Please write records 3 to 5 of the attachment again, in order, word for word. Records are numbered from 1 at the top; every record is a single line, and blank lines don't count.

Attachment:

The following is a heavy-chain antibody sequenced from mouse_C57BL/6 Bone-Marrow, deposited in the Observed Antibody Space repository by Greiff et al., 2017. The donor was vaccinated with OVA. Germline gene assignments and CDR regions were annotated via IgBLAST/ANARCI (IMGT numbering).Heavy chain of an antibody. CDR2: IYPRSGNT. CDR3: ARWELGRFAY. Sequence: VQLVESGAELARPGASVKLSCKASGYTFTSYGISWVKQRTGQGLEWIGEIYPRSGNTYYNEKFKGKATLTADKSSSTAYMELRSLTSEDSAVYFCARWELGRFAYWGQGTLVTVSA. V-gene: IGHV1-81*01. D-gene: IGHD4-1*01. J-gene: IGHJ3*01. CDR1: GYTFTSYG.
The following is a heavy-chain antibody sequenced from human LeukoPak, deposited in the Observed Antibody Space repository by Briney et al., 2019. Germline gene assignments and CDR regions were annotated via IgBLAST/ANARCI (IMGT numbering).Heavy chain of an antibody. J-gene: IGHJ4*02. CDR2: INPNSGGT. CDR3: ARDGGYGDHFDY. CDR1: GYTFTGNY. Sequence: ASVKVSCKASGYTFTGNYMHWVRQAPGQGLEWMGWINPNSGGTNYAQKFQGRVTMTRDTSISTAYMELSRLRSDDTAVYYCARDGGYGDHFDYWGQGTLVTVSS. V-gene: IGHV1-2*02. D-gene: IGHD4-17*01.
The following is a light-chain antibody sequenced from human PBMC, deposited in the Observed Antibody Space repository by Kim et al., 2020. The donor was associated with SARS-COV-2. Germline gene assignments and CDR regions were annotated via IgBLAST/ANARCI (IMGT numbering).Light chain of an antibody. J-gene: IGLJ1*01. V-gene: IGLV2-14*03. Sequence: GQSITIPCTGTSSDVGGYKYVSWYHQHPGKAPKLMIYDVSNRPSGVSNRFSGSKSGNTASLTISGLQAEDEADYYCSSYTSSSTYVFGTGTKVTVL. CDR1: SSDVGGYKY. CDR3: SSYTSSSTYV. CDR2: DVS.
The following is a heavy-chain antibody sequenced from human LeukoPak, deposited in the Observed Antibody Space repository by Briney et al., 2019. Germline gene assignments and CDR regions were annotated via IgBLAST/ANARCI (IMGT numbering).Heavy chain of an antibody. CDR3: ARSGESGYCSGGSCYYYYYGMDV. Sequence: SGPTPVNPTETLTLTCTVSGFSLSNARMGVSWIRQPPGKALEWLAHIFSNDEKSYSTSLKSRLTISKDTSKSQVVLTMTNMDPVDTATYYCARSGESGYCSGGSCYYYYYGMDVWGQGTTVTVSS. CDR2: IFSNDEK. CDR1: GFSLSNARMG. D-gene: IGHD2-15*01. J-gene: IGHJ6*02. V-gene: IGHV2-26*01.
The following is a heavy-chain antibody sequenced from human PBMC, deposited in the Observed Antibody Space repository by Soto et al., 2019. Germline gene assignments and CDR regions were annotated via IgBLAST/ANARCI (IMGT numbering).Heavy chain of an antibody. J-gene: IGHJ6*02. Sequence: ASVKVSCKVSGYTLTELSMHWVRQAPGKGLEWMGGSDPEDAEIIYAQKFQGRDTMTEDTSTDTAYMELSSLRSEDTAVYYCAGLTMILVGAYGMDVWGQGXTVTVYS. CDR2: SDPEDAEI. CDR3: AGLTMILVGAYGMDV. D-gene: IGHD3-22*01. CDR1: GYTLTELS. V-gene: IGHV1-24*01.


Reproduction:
The following is a light-chain antibody sequenced from human PBMC, deposited in the Observed Antibody Space repository by Kim et al., 2020. The donor was associated with SARS-COV-2. Germline gene assignments and CDR regions were annotated via IgBLAST/ANARCI (IMGT numbering).Light chain of an antibody. J-gene: IGLJ1*01. V-gene: IGLV2-14*03. Sequence: GQSITIPCTGTSSDVGGYKYVSWYHQHPGKAPKLMIYDVSNRPSGVSNRFSGSKSGNTASLTISGLQAEDEADYYCSSYTSSSTYVFGTGTKVTVL. CDR1: SSDVGGYKY. CDR3: SSYTSSSTYV. CDR2: DVS.
The following is a heavy-chain antibody sequenced from human LeukoPak, deposited in the Observed Antibody Space repository by Briney et al., 2019. Germline gene assignments and CDR regions were annotated via IgBLAST/ANARCI (IMGT numbering).Heavy chain of an antibody. CDR3: ARSGESGYCSGGSCYYYYYGMDV. Sequence: SGPTPVNPTETLTLTCTVSGFSLSNARMGVSWIRQPPGKALEWLAHIFSNDEKSYSTSLKSRLTISKDTSKSQVVLTMTNMDPVDTATYYCARSGESGYCSGGSCYYYYYGMDVWGQGTTVTVSS. CDR2: IFSNDEK. CDR1: GFSLSNARMG. D-gene: IGHD2-15*01. J-gene: IGHJ6*02. V-gene: IGHV2-26*01.
The following is a heavy-chain antibody sequenced from human PBMC, deposited in the Observed Antibody Space repository by Soto et al., 2019. Germline gene assignments and CDR regions were annotated via IgBLAST/ANARCI (IMGT numbering).Heavy chain of an antibody. J-gene: IGHJ6*02. Sequence: ASVKVSCKVSGYTLTELSMHWVRQAPGKGLEWMGGSDPEDAEIIYAQKFQGRDTMTEDTSTDTAYMELSSLRSEDTAVYYCAGLTMILVGAYGMDVWGQGXTVTVYS. CDR2: SDPEDAEI. CDR3: AGLTMILVGAYGMDV. D-gene: IGHD3-22*01. CDR1: GYTLTELS. V-gene: IGHV1-24*01.